Activision Blizzard is confident the Overwatch League can redefine eSports Activision Blizzard is confident the Overwatch League can redefine eSports
Activision Blizzard, parent company of Overwatch developer, Blizzard, has big plans for the game's new esports league. Activision Blizzard is confident the Overwatch League can redefine eSports

Activision Blizzard, parent company of Overwatch developer, Blizzard, has big plans for the game’s new esports league.

The company is certainly no stranger to the scene, with games like StarCraft having firmly established itself in the esports scene for more than a decade. The plan for Overwatch is not that different, with the hope that the Overwatch League will set a new standard for professional gaming.

The league stands to mimic professional sports leagues, while still embracing the fundamental elements of what makes esports so great and popular. Activision Blizzard senior vice president and Major League Gaming co-founder, Mike Sepso, spoke during a recent industry convention and mixer in Miami, telling Dotesports that Overwatch was made for eSports. It’s hard to disagree.

It all begins with the game’s Competitive mode, with which players can firmly establish themselves and work their way up the ranks to Grandmaster status. Doing so can earn you a place at events such as the Overwatch World Cup, or perhaps even in the Contenders league, both offering pathways into the lucrative Overwatch League.

That multi-million dollar structure is what Blizzard — and gamers — hope will really kickstart a new era of esports, lead by the gaming juggernaut that is Overwatch.

“It’s a very new model,” Sepso explained. “We’ve borrowed a lot from traditional sports, but we’ve also retained a lot of the important attributes of the way that esports has grown over the last 15-plus years.”

That “borrowing” he refers to is all about the league’s obsession with big-name city brands, and a commitment to player retainment and longevity. Unlike other esports leagues, most of which have a relegation system in place and can frequently come and go from leagues, the Overwatch League is attracting interest from millionaire sport athletes and consortiums keen to create a new type of sporting franchise. That means there could very well be a “Los Angeles” Overwatch team, and perhaps — hopefully — a Sydney one.

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“I think one of the key elements of it is that it’ll be more accessible and recognisable to not just fans of traditional sports, but also all of the key constituencies that make professional sports the biggest and most important thing in the media landscape,” Sepso said.

It’s been a long time coming, and news regarding the new Overwatch League is incredibly scarce. Activision Blizzard has been quick to stem any rumours about the league, and has itself been very tight-lipped about any progress. There’s been a slow grind towards any sort of structure, and so far all we really know is that teams are ideally going to be built around and based in major cities.

Each team buys a license — just like in a professional sports league — and once it’s in, it’s there to stay, regardless of performance, pending it can continue to pay its licensing fees.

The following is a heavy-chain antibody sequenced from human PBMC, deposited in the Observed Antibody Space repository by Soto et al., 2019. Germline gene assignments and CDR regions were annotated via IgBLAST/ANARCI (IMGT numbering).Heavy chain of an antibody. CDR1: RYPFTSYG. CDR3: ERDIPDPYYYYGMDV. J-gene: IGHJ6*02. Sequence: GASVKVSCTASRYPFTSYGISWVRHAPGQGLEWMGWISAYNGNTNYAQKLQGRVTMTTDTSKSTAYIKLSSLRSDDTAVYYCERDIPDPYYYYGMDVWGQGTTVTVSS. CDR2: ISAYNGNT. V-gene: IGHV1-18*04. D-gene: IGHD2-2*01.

There have been rumours circulating of NFL and NBA stars and owners investing in the league, but nothing’s been confirmed. Just last month, murmurs were swirling that prospective buyers were holding back investment due to Activision Blizzard’s apparent high licensing fees. The publisher hit back at the accusations, saying the league was progressing along as planned. Since then, however, we’ve heard little about the actual league, although there’s nice natural progress surrounding both the Contenders and Overwatch League.

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Blizzard’s goal with the Overwatch League has been to create a league that is appealing to athletes and owners already invested in other pro sports leagues. Esports can be unappealing and intimidating for someone not otherwise interesting and knowledgeable about the scene, but the Overwatch League’s structure and appeal comes in the form that it is very much based around being similar to a pro league like the NBA or NFL … at least in structure.

“When people have been fully walked through the design of the Overwatch League system from the traditional sports world, they generally have a sign of relief, that, okay, this is kind of the future of where this whole thing is heading,” Sepso said. “This kind of a professional league has never happened in esports before, but [these] big organizing principles are very recognizable to executives from the traditional sporting world.”

It’s understandable that Overwatch fans are becoming inpatient with Blizzard’s lack of information about the league. But Sespo insists that the league is built and established the right way.

 

“We want to make sure that things are done right,” Sepso said. “What I think is often overlooked is that this is a Blizzard game and a Blizzard league. Blizzard’s been in the esports space for over 15 years. In many ways, it created it with StarCraft.”

Blizzard is making strong progress, having already released a scouting report for prospective league owners so they may find the best talent for their roster. Hopefully we’ll see something from the league this year heading into BlizzCon 2017.

 

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Gaetano Prestia Editor in Chief

Gaetano loves Doritos and always orders Mountain Dew with his KFC. He's not sorry. He also likes Call Of Duty, but would much rather play Civ. He hates losing at FIFA, and his pet hate is people who recline their seat on short-haul flights.